Sometimes synergies work, and sometimes they don’t. The VW XL Sport concept uses a 197-hp V-2 engine from VW Group-owned Ducati’s 1199 Superleggera motorcycle to power the 1,962-pound, two-seat sports coupe. Of course, motorcycle engines are notoriously inefficient. The XL Sport is a demonstration of the possible, but does that make it a good idea?
Paris show hits and misses
Honda’s design shop has been in a bit of a funk in recent years (see Civic), yet its next-generation CR-V crossover looks like a solid improvement from the stoic, Spartan designs that previously wore the nameplate.
Audi TTS Roadster
This two-seater is all Audi on the inside, with a high-end interior to match its high-end Bang & Olufsen sound system. Yet its rounded shape and overall size may evoke another VW Group vehicle, one with a little more heritage and a lot less cost: the Beetle cabriolet. That is, until the driver hits the accelerator.
With this subcompact crossover, the brand’s designers have fixed many of the shortcomings of its other offerings. The seats are more plush and supportive, the interior materials softer to the touch and the powertrain a better match for North American roads. Rather than trying to create a new segment, as it did with the 500 minicar, here Fiat will be looking to pick off customers from competitors. At the right price, it will do so.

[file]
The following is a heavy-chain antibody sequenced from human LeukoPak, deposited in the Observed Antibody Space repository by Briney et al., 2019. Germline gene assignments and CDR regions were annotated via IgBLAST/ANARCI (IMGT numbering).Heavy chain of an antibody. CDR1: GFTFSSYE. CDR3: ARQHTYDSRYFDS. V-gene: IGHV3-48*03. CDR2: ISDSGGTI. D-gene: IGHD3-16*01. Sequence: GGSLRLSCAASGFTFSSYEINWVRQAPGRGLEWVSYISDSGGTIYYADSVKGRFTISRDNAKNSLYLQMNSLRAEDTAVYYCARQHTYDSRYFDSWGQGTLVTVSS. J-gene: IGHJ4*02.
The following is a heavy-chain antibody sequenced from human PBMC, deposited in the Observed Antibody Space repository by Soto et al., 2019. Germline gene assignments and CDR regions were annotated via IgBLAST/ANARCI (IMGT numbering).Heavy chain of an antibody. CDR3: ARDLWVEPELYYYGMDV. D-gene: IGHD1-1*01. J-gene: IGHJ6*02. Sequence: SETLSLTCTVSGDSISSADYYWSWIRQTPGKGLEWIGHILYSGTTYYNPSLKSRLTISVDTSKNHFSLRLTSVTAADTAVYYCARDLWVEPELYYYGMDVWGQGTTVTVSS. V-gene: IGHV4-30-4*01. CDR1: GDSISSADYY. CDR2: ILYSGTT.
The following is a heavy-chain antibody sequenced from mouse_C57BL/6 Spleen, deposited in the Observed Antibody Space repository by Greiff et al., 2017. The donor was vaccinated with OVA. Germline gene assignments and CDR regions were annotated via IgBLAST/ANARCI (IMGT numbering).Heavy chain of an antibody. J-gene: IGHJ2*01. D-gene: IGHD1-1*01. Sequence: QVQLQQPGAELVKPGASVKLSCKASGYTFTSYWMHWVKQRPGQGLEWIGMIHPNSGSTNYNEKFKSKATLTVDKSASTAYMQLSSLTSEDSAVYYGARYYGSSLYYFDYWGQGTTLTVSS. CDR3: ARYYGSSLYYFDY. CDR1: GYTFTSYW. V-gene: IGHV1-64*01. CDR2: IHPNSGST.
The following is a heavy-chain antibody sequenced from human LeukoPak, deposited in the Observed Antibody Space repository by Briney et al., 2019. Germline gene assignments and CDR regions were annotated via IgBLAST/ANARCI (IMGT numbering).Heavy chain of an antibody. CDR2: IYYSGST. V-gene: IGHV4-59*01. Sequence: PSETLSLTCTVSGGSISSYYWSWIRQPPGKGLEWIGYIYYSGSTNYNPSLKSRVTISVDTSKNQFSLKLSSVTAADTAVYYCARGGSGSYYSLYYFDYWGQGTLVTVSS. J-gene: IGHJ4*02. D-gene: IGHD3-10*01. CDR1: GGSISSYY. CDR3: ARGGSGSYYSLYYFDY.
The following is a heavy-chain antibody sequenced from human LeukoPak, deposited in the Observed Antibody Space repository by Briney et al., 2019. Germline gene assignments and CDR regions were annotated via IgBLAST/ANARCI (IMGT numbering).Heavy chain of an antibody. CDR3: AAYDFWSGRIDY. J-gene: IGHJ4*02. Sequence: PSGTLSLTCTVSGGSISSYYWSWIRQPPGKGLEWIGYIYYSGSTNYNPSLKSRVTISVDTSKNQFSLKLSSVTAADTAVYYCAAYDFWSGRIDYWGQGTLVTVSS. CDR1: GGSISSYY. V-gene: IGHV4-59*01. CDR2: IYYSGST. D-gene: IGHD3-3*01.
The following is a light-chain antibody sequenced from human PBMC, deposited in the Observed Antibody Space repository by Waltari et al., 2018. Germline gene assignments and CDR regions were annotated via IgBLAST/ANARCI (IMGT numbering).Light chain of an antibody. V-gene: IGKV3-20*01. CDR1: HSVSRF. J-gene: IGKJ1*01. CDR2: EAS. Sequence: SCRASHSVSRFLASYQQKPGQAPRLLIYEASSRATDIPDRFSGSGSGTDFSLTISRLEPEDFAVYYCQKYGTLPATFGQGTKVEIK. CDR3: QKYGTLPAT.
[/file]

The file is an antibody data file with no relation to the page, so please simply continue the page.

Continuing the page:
Mercedes-AMG GT S
A low, fast sports coupe with a 510-hp biturbo V-8 rocket for an engine, the GT S looks deadly fast standing still. Its interior is an explosion of chrome and carbon fiber, meant to look like the serious driving machine it is.
There is no escaping the heritage of the Asterion as a member of the Lamborghini family. It has what the Italians would call a “distinctive” nose. Yet to consider that this 910-hp supercar, with a 0-to-60 mph time of under three seconds, can travel 30 miles on electricity alone is a testament to the pace of electrification development, at least in segments where those costs are easily absorbed.
Toyota fuel cell sedan
It’s not fast or pretty, but Toyota’s fuel cell sedan could be the most significant car at this year’s Paris auto show. Who would have thought in 1997 that the groundbreaking technology of the unassuming Prius would one day find its way into Ferraris and Lamborghinis? Toyota took a chance then, and it’s taking a chance now, given the fundamental lack of infrastructure for fuel cell vehicles. But the Japanese auto giant deserves a world of credit for bravery.
Infiniti Q80 Inspiration
A sleek, elegant, four-door fastback concept with suicide doors and LED lighting that evokes the wings of a bird of prey in flight. Inside, the Q80 is a split affair, all performance in the front and luxury in the back. If this concept takes flight, the Mercedes S class may want to watch its rear-view camera a little closer.
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